What comes after April showers?
Written by: Kyle Babicky
We are close to turning the page on another Wisconsin winter. On the horizon is emerging a season that many of us look forward to – Springtime and the beautiful blooms that come with it! Some of the most majestic bloom performances in spring come from the wide variety of crabapples throughout the area.
During this wonderful time of the season, there lurks an invisible enemy. Many of you are all too familiar with this pesky invader, a fungus called Apple Scab. Luckily, apple scab does not harm the blooms in spring. However, seeing a tree that looks so beautiful can distract us from noticing there is a disease already taking hold.
When apple scab infects a tree, it is not seen until it is too late to correct for the year. The result is often a mostly bare tree and leaves scattering your yard only halfway into summer. The tree also loses several weeks of making food and energy for itself. Losing leaves early each year will cause stress on a tree.
The trick is to be proactive with apple scab. The time to begin protection is when we are eagerly awaiting the spring blooms. A properly timed treatment program each year is the best defense in helping your crabapple keep its leaves until fall. If you receive a customized annual Tree Care Prescription letter from our team of certified arborists, your early approval allows us to properly time your treatments.
Apple Scab is an annual disease. This means there is a new generation of spores every spring ready to infect new leaves. This means a tree must be treated each year to keep apple scab away. A silver lining here is that one season of apple scab will not kill a tree. If your crabapple tree had apple scab last year, you can keep it from infecting new leaves this spring.
Proper treatments are the top priority in defense against apple scab, but the following factors play a large role as well:
- Properly spaced branching helps to increase sunlight and airflow throughout a tree canopy. This allows for leaves to dry faster, resulting in better conditions to resist disease. Proper branch spacing can be achieved through professional pruning. A good pruning cycle for crabapples is usually three years depending on age and cultivar.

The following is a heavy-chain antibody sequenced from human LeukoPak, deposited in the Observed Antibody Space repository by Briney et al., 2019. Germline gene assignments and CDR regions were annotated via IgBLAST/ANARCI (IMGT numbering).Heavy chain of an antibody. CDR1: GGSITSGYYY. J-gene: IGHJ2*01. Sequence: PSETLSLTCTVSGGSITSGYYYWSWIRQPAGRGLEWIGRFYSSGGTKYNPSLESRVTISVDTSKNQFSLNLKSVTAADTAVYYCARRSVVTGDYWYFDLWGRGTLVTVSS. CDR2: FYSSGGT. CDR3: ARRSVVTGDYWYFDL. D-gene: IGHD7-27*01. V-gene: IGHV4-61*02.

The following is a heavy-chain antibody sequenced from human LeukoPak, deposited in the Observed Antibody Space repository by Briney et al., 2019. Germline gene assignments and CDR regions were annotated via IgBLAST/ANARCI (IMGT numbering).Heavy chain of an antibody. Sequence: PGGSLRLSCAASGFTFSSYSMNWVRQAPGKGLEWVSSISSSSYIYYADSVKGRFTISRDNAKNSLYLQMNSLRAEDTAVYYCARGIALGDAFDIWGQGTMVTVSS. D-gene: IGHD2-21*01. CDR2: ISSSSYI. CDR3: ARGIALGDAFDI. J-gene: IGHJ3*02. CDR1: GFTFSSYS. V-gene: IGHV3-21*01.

- Overall tree health is also important in resisting tree diseases. Healthier trees often have thicker leaves, which creates a better “wall of defense” against diseases. It is a good idea to have trees routinely inspected by a certified arborist to determine if there are issues with your tree that could make it more vulnerable to infections.
- Weather – No one has control over Mother Nature, but rain, wind, humidity, and temperature all play a major role in tree health. Trees need adequate soil moisture, but long periods of wet leaves mixed with warm temperatures (generally above 50ºF) allow apple scab to take hold. Also, arborists need to work around weather factors, such as rain and wind, to perform quality treatments.
Another factor to consider is the DNA of a tree. Some crabapple varieties are naturally resistant to apple scab. No crabapple is immune, and resistance can fade over time, but some crabapples are resistant enough that their symptoms from the disease are minimal. If you are looking to plant a new crabapple, it is recommended to consult with a certified arborist to choose a variety that has higher disease resistance.
If you’ve experienced Apple Scab on your trees in the past, or are interested in having your crabapples evaluated, please give us a call! We are happy to help provide tips for you to keep your trees thriving in the landscape.